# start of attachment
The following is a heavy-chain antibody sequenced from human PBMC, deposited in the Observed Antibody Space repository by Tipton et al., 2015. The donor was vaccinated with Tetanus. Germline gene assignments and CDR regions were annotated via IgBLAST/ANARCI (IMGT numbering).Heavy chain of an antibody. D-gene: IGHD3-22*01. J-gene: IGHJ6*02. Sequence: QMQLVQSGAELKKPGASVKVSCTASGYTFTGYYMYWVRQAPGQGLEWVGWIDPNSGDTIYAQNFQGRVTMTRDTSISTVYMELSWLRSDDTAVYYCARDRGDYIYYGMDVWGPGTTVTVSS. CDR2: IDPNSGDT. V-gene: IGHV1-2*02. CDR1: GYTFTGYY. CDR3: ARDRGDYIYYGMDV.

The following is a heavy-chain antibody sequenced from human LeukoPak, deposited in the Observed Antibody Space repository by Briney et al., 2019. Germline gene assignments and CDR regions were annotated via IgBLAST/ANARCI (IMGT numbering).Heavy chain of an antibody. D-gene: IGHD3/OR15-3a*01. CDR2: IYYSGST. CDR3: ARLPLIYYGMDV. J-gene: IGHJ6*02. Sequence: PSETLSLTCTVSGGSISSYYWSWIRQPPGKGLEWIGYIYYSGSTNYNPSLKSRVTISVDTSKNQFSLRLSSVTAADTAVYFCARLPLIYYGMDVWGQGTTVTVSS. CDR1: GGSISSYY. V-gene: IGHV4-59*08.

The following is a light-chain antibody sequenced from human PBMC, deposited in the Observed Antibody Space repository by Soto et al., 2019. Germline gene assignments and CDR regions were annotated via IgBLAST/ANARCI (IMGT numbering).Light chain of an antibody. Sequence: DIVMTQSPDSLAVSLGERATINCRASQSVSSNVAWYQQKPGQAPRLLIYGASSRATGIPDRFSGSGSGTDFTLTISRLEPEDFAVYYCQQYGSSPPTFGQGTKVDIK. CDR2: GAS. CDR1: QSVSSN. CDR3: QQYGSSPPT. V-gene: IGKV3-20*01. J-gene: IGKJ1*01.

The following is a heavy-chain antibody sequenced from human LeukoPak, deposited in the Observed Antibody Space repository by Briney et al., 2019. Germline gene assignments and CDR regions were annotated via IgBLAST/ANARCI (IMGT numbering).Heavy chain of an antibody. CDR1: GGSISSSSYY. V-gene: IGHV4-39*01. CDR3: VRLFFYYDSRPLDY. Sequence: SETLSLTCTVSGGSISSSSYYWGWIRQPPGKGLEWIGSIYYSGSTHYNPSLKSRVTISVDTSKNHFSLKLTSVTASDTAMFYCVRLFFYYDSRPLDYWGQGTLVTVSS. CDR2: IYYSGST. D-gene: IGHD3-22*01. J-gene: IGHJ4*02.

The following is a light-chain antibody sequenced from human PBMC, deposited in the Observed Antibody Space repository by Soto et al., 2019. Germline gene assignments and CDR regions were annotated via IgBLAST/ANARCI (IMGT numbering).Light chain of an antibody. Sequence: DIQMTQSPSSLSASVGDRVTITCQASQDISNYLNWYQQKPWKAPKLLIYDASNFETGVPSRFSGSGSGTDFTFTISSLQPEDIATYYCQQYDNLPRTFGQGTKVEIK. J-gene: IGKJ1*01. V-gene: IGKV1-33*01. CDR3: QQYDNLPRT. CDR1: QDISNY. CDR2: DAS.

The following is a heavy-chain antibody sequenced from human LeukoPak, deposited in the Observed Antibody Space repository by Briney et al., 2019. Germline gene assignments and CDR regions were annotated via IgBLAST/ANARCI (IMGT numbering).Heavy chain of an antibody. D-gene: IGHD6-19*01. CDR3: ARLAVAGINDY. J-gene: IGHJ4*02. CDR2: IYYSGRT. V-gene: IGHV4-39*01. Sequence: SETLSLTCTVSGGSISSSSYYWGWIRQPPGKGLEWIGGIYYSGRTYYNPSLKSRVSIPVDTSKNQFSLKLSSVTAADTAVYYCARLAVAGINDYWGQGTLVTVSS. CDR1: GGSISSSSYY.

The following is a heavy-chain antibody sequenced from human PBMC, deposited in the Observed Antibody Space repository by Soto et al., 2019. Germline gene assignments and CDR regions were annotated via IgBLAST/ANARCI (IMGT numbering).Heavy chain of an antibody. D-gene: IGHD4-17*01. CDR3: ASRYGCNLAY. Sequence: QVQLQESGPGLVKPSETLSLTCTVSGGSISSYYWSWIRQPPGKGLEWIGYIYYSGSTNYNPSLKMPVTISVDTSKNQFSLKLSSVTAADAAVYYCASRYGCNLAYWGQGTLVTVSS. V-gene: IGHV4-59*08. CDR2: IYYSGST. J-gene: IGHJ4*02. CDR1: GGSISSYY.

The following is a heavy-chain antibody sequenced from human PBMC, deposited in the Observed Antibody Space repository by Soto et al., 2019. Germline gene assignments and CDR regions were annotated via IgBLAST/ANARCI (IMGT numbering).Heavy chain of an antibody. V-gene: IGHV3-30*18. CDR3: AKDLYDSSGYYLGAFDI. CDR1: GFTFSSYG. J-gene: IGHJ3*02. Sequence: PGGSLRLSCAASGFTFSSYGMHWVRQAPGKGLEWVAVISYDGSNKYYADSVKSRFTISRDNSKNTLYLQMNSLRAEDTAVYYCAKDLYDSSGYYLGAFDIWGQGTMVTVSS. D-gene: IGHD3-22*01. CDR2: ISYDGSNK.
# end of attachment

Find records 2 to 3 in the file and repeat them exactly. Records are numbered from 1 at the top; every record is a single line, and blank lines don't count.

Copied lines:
The following is a heavy-chain antibody sequenced from human LeukoPak, deposited in the Observed Antibody Space repository by Briney et al., 2019. Germline gene assignments and CDR regions were annotated via IgBLAST/ANARCI (IMGT numbering).Heavy chain of an antibody. D-gene: IGHD3/OR15-3a*01. CDR2: IYYSGST. CDR3: ARLPLIYYGMDV. J-gene: IGHJ6*02. Sequence: PSETLSLTCTVSGGSISSYYWSWIRQPPGKGLEWIGYIYYSGSTNYNPSLKSRVTISVDTSKNQFSLRLSSVTAADTAVYFCARLPLIYYGMDVWGQGTTVTVSS. CDR1: GGSISSYY. V-gene: IGHV4-59*08.

The following is a light-chain antibody sequenced from human PBMC, deposited in the Observed Antibody Space repository by Soto et al., 2019. Germline gene assignments and CDR regions were annotated via IgBLAST/ANARCI (IMGT numbering).Light chain of an antibody. Sequence: DIVMTQSPDSLAVSLGERATINCRASQSVSSNVAWYQQKPGQAPRLLIYGASSRATGIPDRFSGSGSGTDFTLTISRLEPEDFAVYYCQQYGSSPPTFGQGTKVDIK. CDR2: GAS. CDR1: QSVSSN. CDR3: QQYGSSPPT. V-gene: IGKV3-20*01. J-gene: IGKJ1*01.